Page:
Mars flowed with huge rivers relatively recently, scientists say

Huge rivers seem to have been flowing across Mars relatively recently, scientists said.

The flowing water came in rivers much bigger and more powerful than those seen on Earth, they said. And they seem to have stuck around far longer than we had realised.

The raging water courses carved deep channels into the Martian surface at “hundreds of locations”, said scientists.

Satellite images and data from Nasa’s Curiosity rover indicate that many of the rivers were twice as wide as those on Earth.

They may also have persisted until less than one billion years ago, the evidence suggests.

The findings are a mystery, because scientists had thought the Red Planet was losing its atmosphere and drying out during this time.

Dr Edwin Kite, from the University of Chicago, said: “It’s already hard to explain rivers or lakes based on the information we have. This makes a difficult problem even more difficult.”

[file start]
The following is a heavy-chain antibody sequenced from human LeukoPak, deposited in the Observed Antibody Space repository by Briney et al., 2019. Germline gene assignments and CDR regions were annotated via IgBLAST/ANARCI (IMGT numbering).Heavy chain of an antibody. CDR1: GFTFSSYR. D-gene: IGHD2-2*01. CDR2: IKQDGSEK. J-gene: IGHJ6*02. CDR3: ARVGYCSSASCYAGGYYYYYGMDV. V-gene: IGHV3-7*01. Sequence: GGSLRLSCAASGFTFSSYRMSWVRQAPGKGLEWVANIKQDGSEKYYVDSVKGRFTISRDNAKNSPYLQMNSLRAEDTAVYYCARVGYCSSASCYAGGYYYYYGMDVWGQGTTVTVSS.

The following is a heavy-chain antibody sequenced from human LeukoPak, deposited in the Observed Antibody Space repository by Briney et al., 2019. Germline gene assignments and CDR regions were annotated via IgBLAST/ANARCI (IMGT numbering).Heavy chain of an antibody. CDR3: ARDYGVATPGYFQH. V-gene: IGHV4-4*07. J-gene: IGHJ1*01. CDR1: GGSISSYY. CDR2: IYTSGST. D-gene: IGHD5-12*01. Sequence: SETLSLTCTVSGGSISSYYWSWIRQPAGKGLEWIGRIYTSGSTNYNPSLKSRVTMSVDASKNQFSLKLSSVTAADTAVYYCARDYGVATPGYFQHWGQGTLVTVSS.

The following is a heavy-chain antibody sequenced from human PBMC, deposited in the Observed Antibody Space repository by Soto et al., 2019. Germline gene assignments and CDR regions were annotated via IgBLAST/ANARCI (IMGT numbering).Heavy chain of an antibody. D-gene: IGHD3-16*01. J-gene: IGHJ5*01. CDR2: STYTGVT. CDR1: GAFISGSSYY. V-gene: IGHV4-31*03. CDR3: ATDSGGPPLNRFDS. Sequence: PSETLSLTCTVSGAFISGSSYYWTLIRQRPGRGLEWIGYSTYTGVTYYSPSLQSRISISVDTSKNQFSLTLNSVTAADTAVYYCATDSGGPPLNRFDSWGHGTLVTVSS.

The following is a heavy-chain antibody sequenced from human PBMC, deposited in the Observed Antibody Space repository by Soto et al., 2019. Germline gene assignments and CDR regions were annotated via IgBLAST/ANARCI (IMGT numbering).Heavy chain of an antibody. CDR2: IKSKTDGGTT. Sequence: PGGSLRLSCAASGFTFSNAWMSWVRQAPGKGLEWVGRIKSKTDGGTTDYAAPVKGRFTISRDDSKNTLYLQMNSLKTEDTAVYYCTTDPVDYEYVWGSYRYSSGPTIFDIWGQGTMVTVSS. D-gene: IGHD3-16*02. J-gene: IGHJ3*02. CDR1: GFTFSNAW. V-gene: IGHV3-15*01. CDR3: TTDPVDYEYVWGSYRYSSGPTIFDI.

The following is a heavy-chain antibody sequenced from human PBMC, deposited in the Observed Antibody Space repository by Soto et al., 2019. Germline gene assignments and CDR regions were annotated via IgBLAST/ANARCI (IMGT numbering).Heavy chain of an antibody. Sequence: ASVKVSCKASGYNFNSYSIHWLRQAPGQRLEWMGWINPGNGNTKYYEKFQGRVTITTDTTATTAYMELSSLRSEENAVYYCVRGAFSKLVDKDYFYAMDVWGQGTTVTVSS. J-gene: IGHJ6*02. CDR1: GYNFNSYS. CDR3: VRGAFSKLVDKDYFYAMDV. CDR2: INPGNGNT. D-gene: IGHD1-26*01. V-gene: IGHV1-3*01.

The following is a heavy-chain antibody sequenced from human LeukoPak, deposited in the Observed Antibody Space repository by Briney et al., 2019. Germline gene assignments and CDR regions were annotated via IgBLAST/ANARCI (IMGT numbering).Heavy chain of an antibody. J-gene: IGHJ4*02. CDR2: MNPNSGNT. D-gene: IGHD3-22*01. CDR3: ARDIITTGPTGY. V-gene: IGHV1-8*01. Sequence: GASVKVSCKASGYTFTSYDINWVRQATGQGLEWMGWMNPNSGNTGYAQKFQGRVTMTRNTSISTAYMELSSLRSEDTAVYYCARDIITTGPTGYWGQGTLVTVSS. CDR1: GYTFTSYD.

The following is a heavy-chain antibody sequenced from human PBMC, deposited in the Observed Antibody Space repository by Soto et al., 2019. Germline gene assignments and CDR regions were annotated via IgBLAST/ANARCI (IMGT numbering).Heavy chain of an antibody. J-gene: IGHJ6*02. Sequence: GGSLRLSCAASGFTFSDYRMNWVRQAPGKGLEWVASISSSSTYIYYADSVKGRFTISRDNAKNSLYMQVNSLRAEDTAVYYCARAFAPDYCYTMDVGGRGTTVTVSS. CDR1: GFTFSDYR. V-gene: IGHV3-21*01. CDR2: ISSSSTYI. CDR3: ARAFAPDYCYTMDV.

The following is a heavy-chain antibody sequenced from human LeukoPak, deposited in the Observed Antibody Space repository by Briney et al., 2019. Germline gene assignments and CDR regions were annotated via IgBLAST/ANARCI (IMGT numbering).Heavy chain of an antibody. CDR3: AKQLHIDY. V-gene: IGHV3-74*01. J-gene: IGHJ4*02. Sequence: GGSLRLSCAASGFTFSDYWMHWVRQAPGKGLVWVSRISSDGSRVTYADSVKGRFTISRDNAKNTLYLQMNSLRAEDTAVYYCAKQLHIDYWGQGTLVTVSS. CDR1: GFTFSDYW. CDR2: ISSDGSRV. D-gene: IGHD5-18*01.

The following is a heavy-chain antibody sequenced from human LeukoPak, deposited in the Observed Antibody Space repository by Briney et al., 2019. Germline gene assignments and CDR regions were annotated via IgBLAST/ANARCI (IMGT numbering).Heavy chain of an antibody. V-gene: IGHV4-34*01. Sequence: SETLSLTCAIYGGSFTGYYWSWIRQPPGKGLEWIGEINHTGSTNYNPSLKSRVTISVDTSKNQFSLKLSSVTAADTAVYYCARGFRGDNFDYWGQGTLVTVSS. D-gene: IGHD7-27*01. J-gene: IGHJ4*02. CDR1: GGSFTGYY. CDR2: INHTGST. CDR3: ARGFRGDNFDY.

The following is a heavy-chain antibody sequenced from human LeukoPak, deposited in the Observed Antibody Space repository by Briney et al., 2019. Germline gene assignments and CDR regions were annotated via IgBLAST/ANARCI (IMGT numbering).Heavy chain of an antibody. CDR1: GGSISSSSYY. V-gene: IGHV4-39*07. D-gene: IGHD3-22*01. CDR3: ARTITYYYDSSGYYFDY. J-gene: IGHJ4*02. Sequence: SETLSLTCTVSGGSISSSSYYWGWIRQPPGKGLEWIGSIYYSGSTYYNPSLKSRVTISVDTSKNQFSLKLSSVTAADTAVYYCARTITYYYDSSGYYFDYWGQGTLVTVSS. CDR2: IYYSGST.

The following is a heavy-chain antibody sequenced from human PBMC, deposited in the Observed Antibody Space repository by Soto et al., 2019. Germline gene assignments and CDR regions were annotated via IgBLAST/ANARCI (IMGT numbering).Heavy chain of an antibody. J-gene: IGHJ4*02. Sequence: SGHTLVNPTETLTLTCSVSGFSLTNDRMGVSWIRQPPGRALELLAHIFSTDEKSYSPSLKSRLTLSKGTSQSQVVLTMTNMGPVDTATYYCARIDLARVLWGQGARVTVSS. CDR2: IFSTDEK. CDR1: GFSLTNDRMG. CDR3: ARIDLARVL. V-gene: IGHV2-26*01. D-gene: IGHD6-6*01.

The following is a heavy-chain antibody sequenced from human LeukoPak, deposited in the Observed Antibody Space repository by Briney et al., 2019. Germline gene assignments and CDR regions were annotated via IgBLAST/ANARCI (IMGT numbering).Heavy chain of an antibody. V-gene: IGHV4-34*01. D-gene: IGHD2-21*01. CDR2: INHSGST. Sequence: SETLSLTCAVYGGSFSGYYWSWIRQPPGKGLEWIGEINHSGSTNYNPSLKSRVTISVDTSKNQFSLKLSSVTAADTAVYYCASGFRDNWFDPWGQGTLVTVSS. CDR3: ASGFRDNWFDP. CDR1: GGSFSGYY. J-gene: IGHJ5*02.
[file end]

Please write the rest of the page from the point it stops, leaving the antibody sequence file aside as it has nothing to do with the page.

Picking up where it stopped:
The amount of water gushing through the river channels was estimated at between three and 20 kilograms per square metre per day.

The team studied more than 200 ancient Martian river beds criss-crossing the planet.

The width and steepness of the channels and size of rounded pebbles they contained provided clues about the volume and force of water that once flowed through them.

Oddly, the rivers appeared to have been flowing until the “last geological minute” before the planet became a desert, said the researchers writing in the journal Science Advances.

“You would expect them to wane gradually over time, but that’s not what we see,” said Dr Kite. “The rivers get shorter – hundreds of kilometres rather than thousands – but discharge is still strong.

“The wettest day of the year is still very wet.”

One possibility is that the Martian climate had an “on/off” switch that tripped back and forth between dry and wet cycles, he added.

Additional reporting by Press Association


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